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Veblen, Bourdieu, and Conspicuous Consumption

Veblen, Bourdieu, and Conspicuous Consumption Andrew B. Trigg In this paper we show that to some extent these arguments misrepresent Veblen's original conception of conspicuous consumption and take it out of context in relation to his overall framework. In addition, in order to develop a contemporary response to these arguments we examine the possible contribution that can be made using the work of Pierre Bourdieu, the sociologist and anthropologist who has been described as "France's leading living social theorist" (Shusterman 1999, 1). The link between Bourdieu and Veblen has already been noted in the literature. Colin Campbell (1995, 103), for example, has described Bourdieu as "the most important contemporary theo­ rist of consumption proper" and stated that Bourdieu's main work, Distinction: A Social Critique of the Judgement of Taste (1984), "bears comparison, in character and importance, with Veblen's Theory of the Leisure Class." It can be argued, however, that this relationship has not been widely recognized in the institutionalist literature. For example, the recent critical appraisal of Veblen in the collection of essays edited by Doug Brown (1998) contains no reference to Bourdieu's work. The contribution of this paper is to develop a defense and extension of the theory of conspicuous consump­ tion by http://www.deepdyve.com/assets/images/DeepDyve-Logo-lg.png Journal of Economic Issues Taylor & Francis

Veblen, Bourdieu, and Conspicuous Consumption

Journal of Economic Issues , Volume 35 (1): 17 – Mar 1, 2001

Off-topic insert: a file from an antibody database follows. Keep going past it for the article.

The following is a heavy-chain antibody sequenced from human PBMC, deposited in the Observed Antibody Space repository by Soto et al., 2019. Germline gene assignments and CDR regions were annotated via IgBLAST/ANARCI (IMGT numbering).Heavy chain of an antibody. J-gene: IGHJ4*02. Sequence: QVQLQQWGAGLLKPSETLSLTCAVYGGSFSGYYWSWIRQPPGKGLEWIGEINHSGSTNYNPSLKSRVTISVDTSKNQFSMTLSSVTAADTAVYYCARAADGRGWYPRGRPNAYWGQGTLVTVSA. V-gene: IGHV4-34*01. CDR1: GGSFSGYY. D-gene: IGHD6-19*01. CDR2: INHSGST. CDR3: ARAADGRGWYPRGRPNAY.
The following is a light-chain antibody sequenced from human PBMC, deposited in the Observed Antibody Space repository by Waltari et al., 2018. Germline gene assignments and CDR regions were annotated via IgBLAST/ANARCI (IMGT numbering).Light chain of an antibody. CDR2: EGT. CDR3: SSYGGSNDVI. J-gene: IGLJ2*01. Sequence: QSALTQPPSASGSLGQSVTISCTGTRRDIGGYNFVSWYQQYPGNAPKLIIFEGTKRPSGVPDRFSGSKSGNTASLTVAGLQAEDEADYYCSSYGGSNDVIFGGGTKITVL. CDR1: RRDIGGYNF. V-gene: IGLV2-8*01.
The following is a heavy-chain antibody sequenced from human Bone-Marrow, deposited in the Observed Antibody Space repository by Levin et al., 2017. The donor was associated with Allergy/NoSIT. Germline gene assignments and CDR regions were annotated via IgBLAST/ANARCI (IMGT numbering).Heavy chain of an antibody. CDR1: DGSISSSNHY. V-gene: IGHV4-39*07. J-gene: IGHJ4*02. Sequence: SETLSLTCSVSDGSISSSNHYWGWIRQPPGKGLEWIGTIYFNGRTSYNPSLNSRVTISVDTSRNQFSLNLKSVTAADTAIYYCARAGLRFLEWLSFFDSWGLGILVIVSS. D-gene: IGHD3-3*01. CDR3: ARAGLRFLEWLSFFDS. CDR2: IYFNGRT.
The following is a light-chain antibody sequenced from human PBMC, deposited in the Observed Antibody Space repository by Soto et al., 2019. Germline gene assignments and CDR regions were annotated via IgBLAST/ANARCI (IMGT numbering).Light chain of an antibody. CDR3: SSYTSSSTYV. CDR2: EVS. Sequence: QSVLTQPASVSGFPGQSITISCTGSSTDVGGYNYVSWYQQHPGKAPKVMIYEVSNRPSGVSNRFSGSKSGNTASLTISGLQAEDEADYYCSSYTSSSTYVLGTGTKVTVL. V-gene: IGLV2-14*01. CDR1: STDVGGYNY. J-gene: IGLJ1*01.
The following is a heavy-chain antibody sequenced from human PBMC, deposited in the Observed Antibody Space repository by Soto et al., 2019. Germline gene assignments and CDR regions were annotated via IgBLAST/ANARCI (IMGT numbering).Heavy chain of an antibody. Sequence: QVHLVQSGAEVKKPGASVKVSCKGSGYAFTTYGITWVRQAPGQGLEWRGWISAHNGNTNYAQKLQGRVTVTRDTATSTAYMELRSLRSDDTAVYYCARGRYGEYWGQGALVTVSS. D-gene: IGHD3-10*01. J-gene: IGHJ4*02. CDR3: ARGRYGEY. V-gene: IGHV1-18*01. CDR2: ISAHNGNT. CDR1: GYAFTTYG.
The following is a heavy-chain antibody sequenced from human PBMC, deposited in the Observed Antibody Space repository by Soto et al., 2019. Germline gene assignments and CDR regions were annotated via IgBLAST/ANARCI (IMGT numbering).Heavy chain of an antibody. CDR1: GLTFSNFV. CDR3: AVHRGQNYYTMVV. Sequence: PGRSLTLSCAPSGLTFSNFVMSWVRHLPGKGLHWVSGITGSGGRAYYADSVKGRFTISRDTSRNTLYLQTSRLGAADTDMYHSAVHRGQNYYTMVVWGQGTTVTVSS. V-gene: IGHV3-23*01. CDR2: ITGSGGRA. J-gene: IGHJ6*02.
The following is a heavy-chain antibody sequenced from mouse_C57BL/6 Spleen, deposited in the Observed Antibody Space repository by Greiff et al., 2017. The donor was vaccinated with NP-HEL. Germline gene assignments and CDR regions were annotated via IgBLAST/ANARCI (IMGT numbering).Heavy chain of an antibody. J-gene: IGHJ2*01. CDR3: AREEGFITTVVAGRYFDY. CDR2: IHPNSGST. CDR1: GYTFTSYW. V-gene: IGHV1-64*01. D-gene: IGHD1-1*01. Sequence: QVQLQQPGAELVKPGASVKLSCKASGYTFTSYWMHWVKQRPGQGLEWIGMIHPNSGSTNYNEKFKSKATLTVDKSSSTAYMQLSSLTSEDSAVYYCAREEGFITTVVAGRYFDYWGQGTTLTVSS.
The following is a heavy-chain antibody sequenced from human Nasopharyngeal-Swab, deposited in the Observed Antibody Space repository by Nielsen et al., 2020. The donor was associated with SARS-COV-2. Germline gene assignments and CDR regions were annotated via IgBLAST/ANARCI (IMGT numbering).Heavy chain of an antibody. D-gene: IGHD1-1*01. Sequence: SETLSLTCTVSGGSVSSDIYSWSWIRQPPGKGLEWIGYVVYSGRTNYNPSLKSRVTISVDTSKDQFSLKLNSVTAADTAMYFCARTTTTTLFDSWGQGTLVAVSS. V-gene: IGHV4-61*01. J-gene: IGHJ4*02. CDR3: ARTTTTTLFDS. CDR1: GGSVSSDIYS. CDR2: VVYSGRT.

17 pages

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References (37)

Publisher
Taylor & Francis
Copyright
© 2001 by Journal of Economic Issues–Association for Evolutionary Economics.
ISSN
1946-326X
eISSN
0021-3624
DOI
10.1080/00213624.2001.11506342
Publisher site
See Article on Publisher Site

Abstract

Andrew B. Trigg In this paper we show that to some extent these arguments misrepresent Veblen's original conception of conspicuous consumption and take it out of context in relation to his overall framework. In addition, in order to develop a contemporary response to these arguments we examine the possible contribution that can be made using the work of Pierre Bourdieu, the sociologist and anthropologist who has been described as "France's leading living social theorist" (Shusterman 1999, 1). The link between Bourdieu and Veblen has already been noted in the literature. Colin Campbell (1995, 103), for example, has described Bourdieu as "the most important contemporary theo­ rist of consumption proper" and stated that Bourdieu's main work, Distinction: A Social Critique of the Judgement of Taste (1984), "bears comparison, in character and importance, with Veblen's Theory of the Leisure Class." It can be argued, however, that this relationship has not been widely recognized in the institutionalist literature. For example, the recent critical appraisal of Veblen in the collection of essays edited by Doug Brown (1998) contains no reference to Bourdieu's work. The contribution of this paper is to develop a defense and extension of the theory of conspicuous consump­ tion by

Journal

Journal of Economic IssuesTaylor & Francis

Published: Mar 1, 2001

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